My first band Turkish Delight played to a full room at the coolest club in Boston/Cambridge, (maybe one of the coolest in the US then) The Middle East nightclub, because the opener of 4 bands cancelled, and people abolutely loved us, which was a fortuitous start that kept me going. Even bands like the Pixies and Talking Heads had to play to 4 people at their first shows – which would certainly discourage many bands – so there was something in the air that night.
FTR: Why do you make music? Why not another art form?
I have tried to quit music, let’s see, three times; the 1st time I was 15 and I quit singing and piano lessons, the last time I was in my 30s and felt like the world thought (and sometimes said out loud) that I was too old to be a performer, or that a woman in her 30s should be not seen, and not heard either.
I tried to not be a creative person, I tried really hard. It was nice for a while, a relief to not deal with all of the constant rejection you have when you are a creative person.
But then the whole Turkish Delight renaissance/resurgence happened in 2017. A local cassette label, I Heart Noise put out the bands’ albums. A UK label, Reckless Yes, put out a double CD. The band had a reunion show. People were discovering my music from the 90s for the first time, and it felt good. It felt wonderful, actually. Even then, performing, I was still like, this is just a one-off – but I got sucked back in.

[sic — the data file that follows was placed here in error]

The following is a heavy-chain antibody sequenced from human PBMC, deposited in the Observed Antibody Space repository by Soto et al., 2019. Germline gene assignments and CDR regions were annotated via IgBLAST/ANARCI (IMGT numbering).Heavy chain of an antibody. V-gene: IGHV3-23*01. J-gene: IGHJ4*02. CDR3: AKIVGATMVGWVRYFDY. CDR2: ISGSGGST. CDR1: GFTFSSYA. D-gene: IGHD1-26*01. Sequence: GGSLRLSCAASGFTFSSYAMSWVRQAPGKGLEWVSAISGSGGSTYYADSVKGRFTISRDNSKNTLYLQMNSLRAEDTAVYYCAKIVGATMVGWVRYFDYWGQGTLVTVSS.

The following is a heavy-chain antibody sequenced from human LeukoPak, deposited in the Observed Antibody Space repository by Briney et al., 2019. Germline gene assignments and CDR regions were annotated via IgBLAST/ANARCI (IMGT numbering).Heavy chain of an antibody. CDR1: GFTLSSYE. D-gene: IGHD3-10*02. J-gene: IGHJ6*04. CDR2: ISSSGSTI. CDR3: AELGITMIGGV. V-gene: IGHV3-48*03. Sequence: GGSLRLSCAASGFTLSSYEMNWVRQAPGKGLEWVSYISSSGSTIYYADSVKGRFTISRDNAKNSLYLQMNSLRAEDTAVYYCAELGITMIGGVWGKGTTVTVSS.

I figured I would do something that didn’t have an age limit, didn’t have all those societal norms and pressures – write a book. My other motivation was my best friend was told she had a year to live. So I wanted to dedicate the book to her, write about her, immortalize her because she deserves immortality. When I tried to write a book – I came across a great deal of roadblocks. First of all writing fiction is really, really hard, then I felt that it would be extremely competitive, like anything, to try and get something published – or if self-published – seen and read. I had some friends who had some editing experience read it, they were like “you need to change all the names, you need to have more of a structure and a traditional story, etc.” Writing just wasn’t enjoyable enough for me to jump through all of the hoops to continue. Writing a song feels more natural, you can write nine songs and publish them and get them heard.
So my final answer is, I have something to say, and music is the easiest and most effective way to say it. I don’t know if I have the level of talent or passion it takes to be a fiction writer, but I do have confidence in my songwriting. I suppose I could focus on poetry, but for me the melodies are fun and just as important in the expression of the stories I want to tell.